# Free, Forced, Damped Oscillations and Resonance - Basic

## definition

### Damped vibrations

The periodic vibrations of a body of decreasing amplitude in presence of a resistive force are called damped vibrations. Some examples of damped vibrations are oscillations of branch of a tree, sound produced by tuning fork over longer distances, etc. In fact all vibrations on earth's surface in the absence of an external force are damped vibrations.

## result

### Nature of damped vibrations

Usually in damped vibrations, frictional force is proportional to the velocity of the vibrating object and has tendency to resist the motion. The rate of energy lost to the medium depends on the nature of the medium.

## definition

### Forced vibrations

Vibrations of a body under the constant influence of an external periodic force acting on it are called the forced vibrations. The external applied force is called the driving force. Amplitude of body oscillating under forced oscillations can be decreasing, constant or increasing depending on various factors like difference in amount of driving force and resistive force, difference in frequency of driving force and actual vibrations and difference in phase of driving force and actual vibrations.

## result

### Free vs forced vibrations

 Free vibrations Forced vibrations Vibrations of body in absence of any external force. Vibrations of body in presence of external driving force. Frequency of vibrations depends on the source of vibrations. Frequency of vibrations depends on the source of vibrations and the frequency of the driving force. Frequency of vibrations remains constant. Frequency of vibrations can be changed by changing frequency of driving force. Amplitude of vibration is constant. Amplitude of vibration can be decreasing, increasing or constant.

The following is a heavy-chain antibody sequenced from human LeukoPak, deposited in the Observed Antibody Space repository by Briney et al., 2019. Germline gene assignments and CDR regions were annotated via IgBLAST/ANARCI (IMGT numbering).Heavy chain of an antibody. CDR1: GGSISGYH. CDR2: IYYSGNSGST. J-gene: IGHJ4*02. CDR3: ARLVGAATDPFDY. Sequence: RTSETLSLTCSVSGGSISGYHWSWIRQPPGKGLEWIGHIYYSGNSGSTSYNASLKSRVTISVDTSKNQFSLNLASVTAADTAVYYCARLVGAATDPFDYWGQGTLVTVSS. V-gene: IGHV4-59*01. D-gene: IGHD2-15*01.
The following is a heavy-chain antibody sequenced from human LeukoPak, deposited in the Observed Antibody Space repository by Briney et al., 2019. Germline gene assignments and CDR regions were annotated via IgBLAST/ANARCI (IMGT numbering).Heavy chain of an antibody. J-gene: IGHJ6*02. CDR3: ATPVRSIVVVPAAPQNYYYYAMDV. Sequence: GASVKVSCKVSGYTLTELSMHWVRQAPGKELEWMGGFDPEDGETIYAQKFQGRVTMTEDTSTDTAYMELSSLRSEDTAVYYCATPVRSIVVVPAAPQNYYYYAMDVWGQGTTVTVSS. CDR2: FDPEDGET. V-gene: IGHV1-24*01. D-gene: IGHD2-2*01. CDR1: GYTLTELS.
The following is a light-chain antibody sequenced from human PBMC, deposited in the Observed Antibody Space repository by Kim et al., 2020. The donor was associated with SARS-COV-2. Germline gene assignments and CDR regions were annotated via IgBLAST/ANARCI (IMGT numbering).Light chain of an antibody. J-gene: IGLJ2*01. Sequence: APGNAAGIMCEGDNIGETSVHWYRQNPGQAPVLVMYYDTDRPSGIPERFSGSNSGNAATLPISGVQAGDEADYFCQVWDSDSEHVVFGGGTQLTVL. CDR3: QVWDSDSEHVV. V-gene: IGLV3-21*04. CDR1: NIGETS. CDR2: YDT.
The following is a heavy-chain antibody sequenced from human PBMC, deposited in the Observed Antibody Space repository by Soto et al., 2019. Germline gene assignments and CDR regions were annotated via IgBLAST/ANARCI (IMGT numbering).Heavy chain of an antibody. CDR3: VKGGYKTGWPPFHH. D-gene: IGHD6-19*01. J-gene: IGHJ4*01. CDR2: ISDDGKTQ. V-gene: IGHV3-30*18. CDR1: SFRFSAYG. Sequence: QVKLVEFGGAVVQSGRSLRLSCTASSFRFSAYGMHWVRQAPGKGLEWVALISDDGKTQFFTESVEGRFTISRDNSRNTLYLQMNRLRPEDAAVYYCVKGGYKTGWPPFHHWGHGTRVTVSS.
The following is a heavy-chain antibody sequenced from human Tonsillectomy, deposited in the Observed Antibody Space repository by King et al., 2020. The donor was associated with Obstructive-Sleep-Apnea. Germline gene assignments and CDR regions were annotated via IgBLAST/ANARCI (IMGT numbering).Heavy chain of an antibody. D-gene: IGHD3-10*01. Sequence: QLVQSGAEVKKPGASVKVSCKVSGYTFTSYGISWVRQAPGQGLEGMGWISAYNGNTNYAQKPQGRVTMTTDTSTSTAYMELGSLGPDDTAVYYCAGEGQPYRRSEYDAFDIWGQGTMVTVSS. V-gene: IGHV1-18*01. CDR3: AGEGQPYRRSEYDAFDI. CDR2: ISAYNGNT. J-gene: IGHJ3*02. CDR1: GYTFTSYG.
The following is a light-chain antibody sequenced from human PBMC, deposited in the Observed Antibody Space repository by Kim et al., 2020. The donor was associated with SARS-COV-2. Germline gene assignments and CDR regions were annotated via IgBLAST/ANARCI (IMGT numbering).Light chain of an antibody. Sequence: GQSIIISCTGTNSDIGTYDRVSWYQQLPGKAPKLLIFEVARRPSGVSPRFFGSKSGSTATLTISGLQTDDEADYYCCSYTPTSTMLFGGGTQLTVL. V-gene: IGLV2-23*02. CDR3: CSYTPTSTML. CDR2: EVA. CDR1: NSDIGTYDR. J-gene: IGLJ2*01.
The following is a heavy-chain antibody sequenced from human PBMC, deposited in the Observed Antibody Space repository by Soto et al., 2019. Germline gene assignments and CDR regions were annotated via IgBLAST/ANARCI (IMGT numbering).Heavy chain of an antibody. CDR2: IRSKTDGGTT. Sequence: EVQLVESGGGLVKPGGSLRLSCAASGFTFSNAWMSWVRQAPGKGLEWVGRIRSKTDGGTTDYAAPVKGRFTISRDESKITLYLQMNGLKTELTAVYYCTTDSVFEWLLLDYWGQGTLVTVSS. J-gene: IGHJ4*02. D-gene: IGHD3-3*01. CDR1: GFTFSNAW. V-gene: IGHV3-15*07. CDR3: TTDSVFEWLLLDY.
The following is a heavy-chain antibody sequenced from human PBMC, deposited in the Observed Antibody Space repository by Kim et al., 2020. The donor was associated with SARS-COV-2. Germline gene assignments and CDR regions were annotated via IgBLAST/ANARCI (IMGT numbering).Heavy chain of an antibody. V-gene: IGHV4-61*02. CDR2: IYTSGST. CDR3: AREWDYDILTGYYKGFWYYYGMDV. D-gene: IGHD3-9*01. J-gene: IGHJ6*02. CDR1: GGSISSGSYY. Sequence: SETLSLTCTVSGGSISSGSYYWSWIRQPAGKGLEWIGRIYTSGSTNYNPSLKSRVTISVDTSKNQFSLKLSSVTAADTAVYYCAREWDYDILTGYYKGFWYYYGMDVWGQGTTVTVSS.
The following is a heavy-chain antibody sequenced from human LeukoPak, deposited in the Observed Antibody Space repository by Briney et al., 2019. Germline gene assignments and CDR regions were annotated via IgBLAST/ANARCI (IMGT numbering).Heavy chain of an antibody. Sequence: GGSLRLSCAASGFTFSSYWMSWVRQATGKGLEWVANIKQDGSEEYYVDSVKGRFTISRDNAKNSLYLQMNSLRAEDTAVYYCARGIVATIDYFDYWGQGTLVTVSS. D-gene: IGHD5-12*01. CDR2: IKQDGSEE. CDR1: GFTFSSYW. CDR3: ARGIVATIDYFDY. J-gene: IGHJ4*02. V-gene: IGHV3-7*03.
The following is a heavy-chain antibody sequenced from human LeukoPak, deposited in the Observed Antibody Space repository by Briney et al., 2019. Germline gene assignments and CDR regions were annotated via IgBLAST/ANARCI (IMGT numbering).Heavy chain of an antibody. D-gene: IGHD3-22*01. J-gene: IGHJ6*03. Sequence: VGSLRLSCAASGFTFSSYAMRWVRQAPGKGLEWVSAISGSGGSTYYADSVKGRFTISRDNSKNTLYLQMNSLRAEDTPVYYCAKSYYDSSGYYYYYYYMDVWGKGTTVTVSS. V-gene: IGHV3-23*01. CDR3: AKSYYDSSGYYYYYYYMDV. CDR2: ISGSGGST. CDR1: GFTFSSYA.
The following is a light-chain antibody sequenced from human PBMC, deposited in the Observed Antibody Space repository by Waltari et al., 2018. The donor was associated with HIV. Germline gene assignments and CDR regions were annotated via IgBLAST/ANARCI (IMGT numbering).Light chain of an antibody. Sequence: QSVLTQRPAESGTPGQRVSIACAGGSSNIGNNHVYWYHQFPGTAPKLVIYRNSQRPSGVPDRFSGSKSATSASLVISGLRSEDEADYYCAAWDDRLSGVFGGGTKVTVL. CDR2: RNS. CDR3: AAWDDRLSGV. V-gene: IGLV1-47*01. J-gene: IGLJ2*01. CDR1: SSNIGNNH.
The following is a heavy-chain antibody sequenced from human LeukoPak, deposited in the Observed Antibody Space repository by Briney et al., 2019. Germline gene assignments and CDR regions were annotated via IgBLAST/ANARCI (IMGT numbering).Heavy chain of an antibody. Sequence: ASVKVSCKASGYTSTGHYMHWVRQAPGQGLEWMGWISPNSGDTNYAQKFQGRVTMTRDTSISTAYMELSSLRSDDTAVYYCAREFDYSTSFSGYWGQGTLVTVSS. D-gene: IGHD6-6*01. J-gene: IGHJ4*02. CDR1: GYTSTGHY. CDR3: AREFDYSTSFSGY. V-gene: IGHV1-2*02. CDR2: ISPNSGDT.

## definition

### Resonance

The resonance is a special case of forced vibrations. The frequency and phase of driving force is same as that of the free vibrations. Amplitude of the vibrations keep increasing in magnitude continuously.

## definition

### Damped Oscillations

Damping is an influence within or upon an oscillatory system that has the effect of reducing, restricting or preventing its oscillations. In physical systems, damping is produced by processes that dissipate the energy stored in the oscillation. Examples include viscous drag in mechanical systems, resistance in electronic oscillators, and absorption and scattering of light in optical oscillators. Damping not based on energy loss can be important in other oscillating systems such as those that occur in biological systems.

## example

### Demonstration of resonance with tuning forks

Resonance can be demonstrated by the help of two tuning forks of same frequency. Mount the two tuning forks upon two separate sound boxes such that their open ends face each other. Strike one of the tuning forks. It is observed that the other tuning fork starts vibrating and a loud sound is heard. This happens because the sound waves from first tuning fork forces a resonant vibrations in the second tuning fork.

## result

### Write total force and write differential equation of motion for damped oscillations

Total force in damped oscillations is:

(Due to damper and spring.)

Final differential equation for the damper is:

## example

### Examples of resonance

Examples of resonance are sympathetic vibrations of pendulums, machine parts, instruments, air column and tuning fork, oscillations of bridge, etc.

## definition

### Resonance Definition

Resonance is the tendency of a system to oscillate with greater amplitude at some frequencies than at others. Frequencies at which the response amplitude is a relative maximum are known as the system's resonant frequencies, or resonance frequencies.

## definition

### Experimental demonstration of resonance in air column

The apparatus for the experiment consists of a long cylindrical plastic tube attached to a water reservoir. The length of the water column may be changed by raising or lowering the water level while the tuning fork is held over the open end of the tube. Resonance is indicated by the sudden increase in the intensity of the sound when the column is adjusted to the proper length. The resonance is a standing wave phenomenon in the air column and occurs when the column length is:
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